One-man tandem said that he had plenty of food and drink and took off. Steve pulled in soon after us. We refilled bottles, ate a bit, and popped mineral supplements when we noticed two tandems, one just pulling into the rest stop, the other about to leave. “That’s a train,” said Chris. I said “whooo, whooo!” A handful of other singles were leaving with the tandem. We slotted into the paceline and were off.

Since we were only 35+ miles into a 196-mile ride (yes, not quite a double century) there was no need for the tandem to blow its wad in the first quarter of the ride. So, they took it nice and steady, averaging speeds in the low 20s. Somewhere on a flat around mile 45 I looked at my computer. It said 24.5 mph. Then I looked at my heart monitor. It said 133. Then I looked back at the computer. It still said 24.5. The monitor still said just 133. :-)

The tandem kept chugging along. As we passed people, they latched onto the back of the paceline. At one point I looked back and saw that the tandem was towing about 15 riders.  As I mentioned, we were warned that the course would be poorly marked and it was. Time after time, we went past intersections when someone in the paceline would call out that we missed a turn, so we’d all turn around and go back. That was not fun. At one point we were about to catch another long paceline – they were about 25 yards ahead – when they went right instead of left. We followed them blindly, then someone in our paceline said, “it’s left!” we yelled at them that they missed a turn but they kept going and nobody in our paceline wanted to chase to tell them they were going the wrong way.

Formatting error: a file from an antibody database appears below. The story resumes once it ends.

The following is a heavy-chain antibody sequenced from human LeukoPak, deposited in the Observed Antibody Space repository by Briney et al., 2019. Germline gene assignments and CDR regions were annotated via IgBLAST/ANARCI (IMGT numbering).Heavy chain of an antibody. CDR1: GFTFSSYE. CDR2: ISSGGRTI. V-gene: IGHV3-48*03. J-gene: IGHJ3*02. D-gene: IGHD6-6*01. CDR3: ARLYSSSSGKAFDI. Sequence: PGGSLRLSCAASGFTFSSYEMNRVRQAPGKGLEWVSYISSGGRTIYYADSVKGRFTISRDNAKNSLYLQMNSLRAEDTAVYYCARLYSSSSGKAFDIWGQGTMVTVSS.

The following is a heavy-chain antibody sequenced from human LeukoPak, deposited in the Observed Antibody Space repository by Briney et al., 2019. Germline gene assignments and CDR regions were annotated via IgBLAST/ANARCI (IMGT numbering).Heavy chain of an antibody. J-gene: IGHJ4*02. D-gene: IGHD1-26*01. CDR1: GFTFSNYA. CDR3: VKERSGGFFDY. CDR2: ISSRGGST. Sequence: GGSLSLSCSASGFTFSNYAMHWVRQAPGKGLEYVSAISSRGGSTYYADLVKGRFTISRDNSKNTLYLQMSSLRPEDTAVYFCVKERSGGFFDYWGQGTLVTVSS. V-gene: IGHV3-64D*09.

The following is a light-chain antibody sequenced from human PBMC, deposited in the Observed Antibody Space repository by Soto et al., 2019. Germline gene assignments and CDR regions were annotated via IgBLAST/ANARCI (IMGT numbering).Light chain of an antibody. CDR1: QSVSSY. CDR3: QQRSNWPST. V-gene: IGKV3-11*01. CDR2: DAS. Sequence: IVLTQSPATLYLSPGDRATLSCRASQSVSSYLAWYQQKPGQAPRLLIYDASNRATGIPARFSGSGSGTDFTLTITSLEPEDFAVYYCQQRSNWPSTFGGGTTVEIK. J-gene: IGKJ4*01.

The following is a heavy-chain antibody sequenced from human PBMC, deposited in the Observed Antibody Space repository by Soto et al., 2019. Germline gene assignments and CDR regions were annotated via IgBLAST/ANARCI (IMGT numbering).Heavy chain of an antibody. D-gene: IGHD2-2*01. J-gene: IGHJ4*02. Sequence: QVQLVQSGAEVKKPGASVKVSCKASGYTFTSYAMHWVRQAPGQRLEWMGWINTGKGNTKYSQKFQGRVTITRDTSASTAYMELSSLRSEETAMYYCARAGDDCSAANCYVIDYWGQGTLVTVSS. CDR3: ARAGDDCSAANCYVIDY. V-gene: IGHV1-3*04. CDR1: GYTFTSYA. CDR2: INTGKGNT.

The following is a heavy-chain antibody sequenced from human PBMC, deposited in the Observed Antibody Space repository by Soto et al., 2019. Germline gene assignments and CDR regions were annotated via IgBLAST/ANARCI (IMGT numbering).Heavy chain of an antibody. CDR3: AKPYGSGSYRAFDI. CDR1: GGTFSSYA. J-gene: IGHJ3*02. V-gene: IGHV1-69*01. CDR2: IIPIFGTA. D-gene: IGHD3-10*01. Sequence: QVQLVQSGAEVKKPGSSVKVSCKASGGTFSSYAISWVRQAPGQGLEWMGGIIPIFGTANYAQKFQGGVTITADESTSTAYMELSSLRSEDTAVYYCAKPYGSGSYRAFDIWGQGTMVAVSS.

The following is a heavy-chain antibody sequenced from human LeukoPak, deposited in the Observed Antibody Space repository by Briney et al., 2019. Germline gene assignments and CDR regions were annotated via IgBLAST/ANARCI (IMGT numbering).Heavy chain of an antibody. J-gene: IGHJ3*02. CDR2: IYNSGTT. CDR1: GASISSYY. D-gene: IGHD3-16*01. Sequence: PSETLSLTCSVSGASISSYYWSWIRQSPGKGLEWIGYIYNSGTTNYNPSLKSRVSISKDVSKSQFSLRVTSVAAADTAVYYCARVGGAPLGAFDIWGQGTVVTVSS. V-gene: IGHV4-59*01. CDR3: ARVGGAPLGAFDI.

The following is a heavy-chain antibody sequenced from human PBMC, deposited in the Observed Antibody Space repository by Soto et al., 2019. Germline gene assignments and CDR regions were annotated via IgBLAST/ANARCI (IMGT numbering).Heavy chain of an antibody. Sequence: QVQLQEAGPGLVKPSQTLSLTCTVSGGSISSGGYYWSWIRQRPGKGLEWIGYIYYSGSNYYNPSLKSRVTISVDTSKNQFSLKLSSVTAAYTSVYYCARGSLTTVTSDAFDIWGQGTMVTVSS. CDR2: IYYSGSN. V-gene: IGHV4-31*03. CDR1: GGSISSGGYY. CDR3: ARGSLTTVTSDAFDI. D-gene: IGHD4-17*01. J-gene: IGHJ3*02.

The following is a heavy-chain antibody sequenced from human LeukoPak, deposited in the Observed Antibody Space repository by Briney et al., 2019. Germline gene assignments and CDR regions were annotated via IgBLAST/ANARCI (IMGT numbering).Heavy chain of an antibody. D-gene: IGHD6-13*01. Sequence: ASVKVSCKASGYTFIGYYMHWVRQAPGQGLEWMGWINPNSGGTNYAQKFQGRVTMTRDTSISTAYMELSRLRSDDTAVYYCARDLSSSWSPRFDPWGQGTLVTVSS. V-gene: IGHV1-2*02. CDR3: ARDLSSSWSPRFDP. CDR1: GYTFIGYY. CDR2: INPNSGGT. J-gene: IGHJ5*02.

By now, the tandem had been pulling for good 30 miles and they sat up. I went to the front to offer to pull, but they explained that they didn't like to follow wheels, so 15 of us dawdled along at 16 mph. No one seemed interested in forming a paceline to go ahead, so we waited for the tandem to recover and go to the front again. This they did fairly soon. We sailed past Santa Maria, Nipomo, and another small town and were on rural roads again. We hit some rollers and though the tandem climbed better than most singles it was towing, the tandem sat up. Again, many chose to stay with the tandem. I went ahead and rode alone for about 10 miles into the next rest stop at mile 85. The tandem group arrived within 5 minutes.

More drink, food, pills. I was standing and chatting to a woman about her friend's bike, when I looked over where the tandem had been parked and it wasn't there. I remarked to her that they must have left already, but she said, "the tandem is leaving right now!" And sure enough it was. I blurted apologies for leaving abruptly and sprinted after the tandem, my mouth stuffed with remnants of a PB&J sandwich.